UK Land Tax Rules (latest changes)


[dropcap2]T[/dropcap2]he UK real estate market, especially that of London has, for decades, been a magnate to foreign investors. It is rightly seen as both a safe haven, as well as an income producing and capital appreciating asset class. According to the Nationwide (one of the largest UK mortgage lenders), UK real property has appreciated by an average of 10% per annum, in real terms, since 1960. This, together with stable political conditions, a fair legal system, English as the dominant global language, and, for the Muslim/Arab investor, the availability of competitive shari’a compliant financing mechanisms, has, naturally, resulted in many benefits to both the UK economy and of course for the overseas investor.

[dropcap2]H[/dropcap2]owever, this success has not been without its side effects, one of which is the squeezing out of first time home buyers from the market, comprised mainly of the indigenous population. This large sector of society is finding it increasingly difficult to raise adequate deposits and mortgages on the ever rising property markets, especially those of London and the South East. This has resulted in politicians in recent years taking measures to redress the balance so as not to lose this important voter block.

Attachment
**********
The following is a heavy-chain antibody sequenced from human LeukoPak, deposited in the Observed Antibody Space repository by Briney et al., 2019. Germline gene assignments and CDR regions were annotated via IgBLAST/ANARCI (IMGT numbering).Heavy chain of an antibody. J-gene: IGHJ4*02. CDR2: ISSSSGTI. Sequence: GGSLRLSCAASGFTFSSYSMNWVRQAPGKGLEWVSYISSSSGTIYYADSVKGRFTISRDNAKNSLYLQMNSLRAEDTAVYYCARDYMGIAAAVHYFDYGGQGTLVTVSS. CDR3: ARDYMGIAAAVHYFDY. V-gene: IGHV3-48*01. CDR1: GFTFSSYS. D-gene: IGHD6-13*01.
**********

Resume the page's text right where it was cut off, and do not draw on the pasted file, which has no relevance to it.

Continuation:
[dropcap2]T[/dropcap2]he most recent set of regulations aimed at assisting firs time buyers is due to come into force on 1st April 2016. Two important rules will be take effect from that date:

  1. Stamp Duty Land Tax:
    Investors in rental residential properties as well as second homes (sometime referred to as holiday homes) will be subjected to paying an additional 3% on the value of the property over and above the normal rate of tax. So, for example while a £1million property would attract SDLT £43,750 of on 31st March, it will, 24 hours later accumulate total SDLT of £73,750, a 60% overnight increase.
  2. Income Tax
    From April, owners are no longer able to deduct mortgage interest payments from their rental income before they reach a taxable income. Instead, landlords will owe tax at their personal rate on the entire income from their property, with most handed a 20% flat rate of relief that will, in most cases, half they are able to deduct at present

Higher tax paying landlords are set to be worst hit. While those paying the 20% rate as standard will see little change in their tax bill for buy-to-let, those paying 45 per cent income tax will see their tax bill rise from an average of £450 to £2,700 on rental investments.


It is not the aim of this blog to survey all land tax related issues, nor is it intended to provide a comprehensive advice on property investment in the UK. Rather it is provided as a short broad guide to the latest and most relevant land tax rule changes to residential property investments. Readers are encouraged to seek independent legal and taxation advice before embarking on any investment in real estate or any other asset class.